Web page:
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Fellowship of Saints and Sinners

Fellowship of Saints and Sinners

Anger Management 101

Charlie Sheen, one poster boy for anger.

Two days ago someone I know who I would prefer not to know made me very angry.

I was so angry that when I went grocery shopping, I left all of my purchased bags of groceries in my shopping cart in the parking lot and then drove all the way home to discover they weren’t in my car.  At which point I drove all the way back to the grocery store to see if they were still there.  They weren’t.  I consoled myself by trusting that some person who really needed frozen pizza, coconut popsicles and an array of Greek yogurts, among other things, had made off with my cart.  In this way my anger would be at least somewhat redemptive for someone, even if it cost me $30.

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I was still pretty angry the next day, despite that whole passage in the Bible about not letting the sun go down on one’s anger.  My slightly sticky brain held on to all those thoughts about what I would really tell this person if I had the chance.  I visualized taking a swing, maybe yelling that three-word declaration that when made, earns my kids a bar of Dove soap in their mouth:  I hate you.  I hate you.  I hate you.  I hate you.  (There were some other uncensored words in the mix as well.) Fortunately, my kids weren’t there to see me hurling a string of mean words at the mirror in a pretend exchange with this truly despicable person.

So yesterday I must have still been dealing with the residual anger from the previous day’s exchange.  This is the only explanation I can muster for why at the end of last night’s party I would first misplace my keys somewhere in a friend’s house, then leave a delicate, antique china platter on the top of my car to drive off and hear, one mile later, over the sound of fireworks in downtown Atlanta, a loud shattering.

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One look in the side view mirror had confirmed my suspicions.  I found myself marveling at how that delicate fragile platter had managed to balance itself precariously on the roof of my RAV-4 Toyota for even that long, and then briefly amused myself by imagining the reaction this morning from the little, old lady who steps out of her house to find pieces of rose-colored, gold-gilded china strewn in the road in front of her yard.  “What in God’s good name happened here?,” she wonders.

I’m at a loss to explain.

Thankfully, Jesus got angry, too- albeit in much more altruistic ways.  This week I’ll preach on the story of Lazarus.  Translations of this story, in describing Jesus’ reaction as one of being “greatly troubled,” tend to miss the original connotation in Greek that Jesus was downright angry.  Angry at a world in which people have to die and bad things happen to good people, where there is weeping and suffering and brokenness.

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After that antique china platter shattered, I called a good friend while still en route home under a night sky bursting with big, bright displays of color.  She listened as I explained all of the reasons for my righteous anger.  She laughed as I told her the story of the wandering grocery bags, missing keys and broken china.  Then she said, “Kristina, it’s clear that you need a little centering.”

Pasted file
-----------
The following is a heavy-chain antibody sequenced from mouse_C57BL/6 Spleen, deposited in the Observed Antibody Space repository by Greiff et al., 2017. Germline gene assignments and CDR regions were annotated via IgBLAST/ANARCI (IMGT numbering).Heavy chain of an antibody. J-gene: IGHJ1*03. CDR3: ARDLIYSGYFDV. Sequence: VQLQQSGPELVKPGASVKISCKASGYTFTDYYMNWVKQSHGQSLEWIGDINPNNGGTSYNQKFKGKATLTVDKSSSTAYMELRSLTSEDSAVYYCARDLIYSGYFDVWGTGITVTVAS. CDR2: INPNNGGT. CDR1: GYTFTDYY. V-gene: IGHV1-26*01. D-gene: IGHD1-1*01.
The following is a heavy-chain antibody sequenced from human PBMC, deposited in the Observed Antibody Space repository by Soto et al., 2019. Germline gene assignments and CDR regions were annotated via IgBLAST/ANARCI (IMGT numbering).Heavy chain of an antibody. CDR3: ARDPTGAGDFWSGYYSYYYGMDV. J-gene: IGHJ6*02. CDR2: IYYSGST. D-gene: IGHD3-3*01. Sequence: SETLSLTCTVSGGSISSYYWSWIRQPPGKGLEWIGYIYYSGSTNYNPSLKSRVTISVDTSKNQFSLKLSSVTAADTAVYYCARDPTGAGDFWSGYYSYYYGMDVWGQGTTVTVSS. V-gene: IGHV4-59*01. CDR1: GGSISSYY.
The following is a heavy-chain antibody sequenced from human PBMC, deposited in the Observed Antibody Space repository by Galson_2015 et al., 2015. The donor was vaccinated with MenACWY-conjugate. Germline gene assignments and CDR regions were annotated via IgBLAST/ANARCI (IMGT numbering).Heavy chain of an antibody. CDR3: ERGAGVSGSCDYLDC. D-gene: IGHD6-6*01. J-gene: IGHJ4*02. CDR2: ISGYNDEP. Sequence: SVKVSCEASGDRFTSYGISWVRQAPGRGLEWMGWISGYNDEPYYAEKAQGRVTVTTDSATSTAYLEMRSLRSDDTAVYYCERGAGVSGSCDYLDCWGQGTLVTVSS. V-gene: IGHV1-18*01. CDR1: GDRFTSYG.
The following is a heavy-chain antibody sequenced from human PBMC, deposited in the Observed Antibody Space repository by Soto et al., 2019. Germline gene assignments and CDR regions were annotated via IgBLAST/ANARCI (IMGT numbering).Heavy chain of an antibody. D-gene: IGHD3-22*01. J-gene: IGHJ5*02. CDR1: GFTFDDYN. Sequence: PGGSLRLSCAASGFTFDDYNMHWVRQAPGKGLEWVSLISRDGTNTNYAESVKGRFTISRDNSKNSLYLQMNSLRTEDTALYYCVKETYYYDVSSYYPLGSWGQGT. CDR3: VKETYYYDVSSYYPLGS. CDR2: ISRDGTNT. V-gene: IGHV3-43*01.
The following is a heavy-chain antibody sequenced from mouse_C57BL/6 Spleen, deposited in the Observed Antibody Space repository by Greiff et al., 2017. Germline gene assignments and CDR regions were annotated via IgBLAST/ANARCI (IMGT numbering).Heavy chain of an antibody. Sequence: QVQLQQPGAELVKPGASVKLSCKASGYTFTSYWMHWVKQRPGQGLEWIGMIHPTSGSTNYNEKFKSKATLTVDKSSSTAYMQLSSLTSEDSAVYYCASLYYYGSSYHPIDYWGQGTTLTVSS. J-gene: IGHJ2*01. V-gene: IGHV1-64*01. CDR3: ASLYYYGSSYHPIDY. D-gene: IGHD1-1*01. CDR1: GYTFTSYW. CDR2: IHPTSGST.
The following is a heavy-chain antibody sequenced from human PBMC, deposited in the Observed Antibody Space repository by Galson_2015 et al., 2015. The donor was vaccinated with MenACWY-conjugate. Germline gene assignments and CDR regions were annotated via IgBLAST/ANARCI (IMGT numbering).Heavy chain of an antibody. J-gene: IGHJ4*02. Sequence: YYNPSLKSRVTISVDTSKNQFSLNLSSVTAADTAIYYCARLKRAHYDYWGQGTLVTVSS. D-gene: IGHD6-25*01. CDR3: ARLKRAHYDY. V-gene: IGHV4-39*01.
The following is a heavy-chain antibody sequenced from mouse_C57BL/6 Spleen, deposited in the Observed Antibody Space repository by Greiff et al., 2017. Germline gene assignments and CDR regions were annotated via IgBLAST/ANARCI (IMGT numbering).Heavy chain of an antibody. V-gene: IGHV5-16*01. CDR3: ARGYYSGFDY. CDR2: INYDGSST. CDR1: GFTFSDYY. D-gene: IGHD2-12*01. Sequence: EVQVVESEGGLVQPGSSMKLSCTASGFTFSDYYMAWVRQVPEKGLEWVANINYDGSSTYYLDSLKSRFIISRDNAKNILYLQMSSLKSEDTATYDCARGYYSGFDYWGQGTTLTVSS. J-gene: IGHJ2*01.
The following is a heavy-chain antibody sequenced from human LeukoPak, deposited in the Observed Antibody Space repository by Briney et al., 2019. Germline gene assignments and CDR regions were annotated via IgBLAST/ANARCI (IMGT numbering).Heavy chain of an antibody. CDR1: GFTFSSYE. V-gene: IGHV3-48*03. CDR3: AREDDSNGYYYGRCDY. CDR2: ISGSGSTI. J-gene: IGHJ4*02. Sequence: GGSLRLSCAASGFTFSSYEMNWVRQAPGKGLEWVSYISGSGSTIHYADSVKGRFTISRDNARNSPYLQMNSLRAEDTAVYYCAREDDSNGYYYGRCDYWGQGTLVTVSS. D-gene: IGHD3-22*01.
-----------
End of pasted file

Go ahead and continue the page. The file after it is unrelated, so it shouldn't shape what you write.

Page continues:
And, of course, she’s right.  What is anger, really, but a de-centering of our sense of being in control or calling the shots or having our way?  I suspect that our average, garden-variety anger often hinges on the conviction that we really are more righteous than another human being who has wronged us by his or her actions.  That we deserve better from others or from God.  That we have good cause to be angry.

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And often we may.  Often anger is a healthy stage in one’s healing.  It tells us that we don’t deserve to be treated unjustly.  It clues us in to the things we most value and hold dear.  Things like honesty or trustworthiness or loyalty in our friends.

Often the church forgets these more constructive dimensions to anger, preferring passive aggressiveness to authentic expressions.  I remember listening to a whole sermon about why anger is just downright bad.   Such responses to anger, in addition to being pastorally useless, are unbiblical.  The Bible is replete with passages that give voice to anger. Being angry is part of being human.  The question is more, how are we to manage and deal with our anger?

Healthy expressions of anger, like writing or calling a good friend who will give honest and truthful counsel, maybe in some cases confronting the offending person if it’s safe and the raw emotions have settled a bit, have helped me.  Asking how anger, whatever its cause or justification, might be constructive is another.

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As I drove home last night reflecting on the meaning of “centering,” I came again to Jesus standing before Lazarus’ tomb, greatly angered in spirit. Jesus’ anger in that moment was totally in alignment with God’s heart for the world: if it succeeded in in any way “de-centering” Jesus, it was also a recalibration of sorts.  Jesus’ anger became further impetus to carry out God the Father’s mission of healing and redemption; and, it became the prelude to new, resurrected life.

There is no reason to doubt that our anger, like everything else profane in this world that God can make holy, can be sanctified like this, too.

 

 

 

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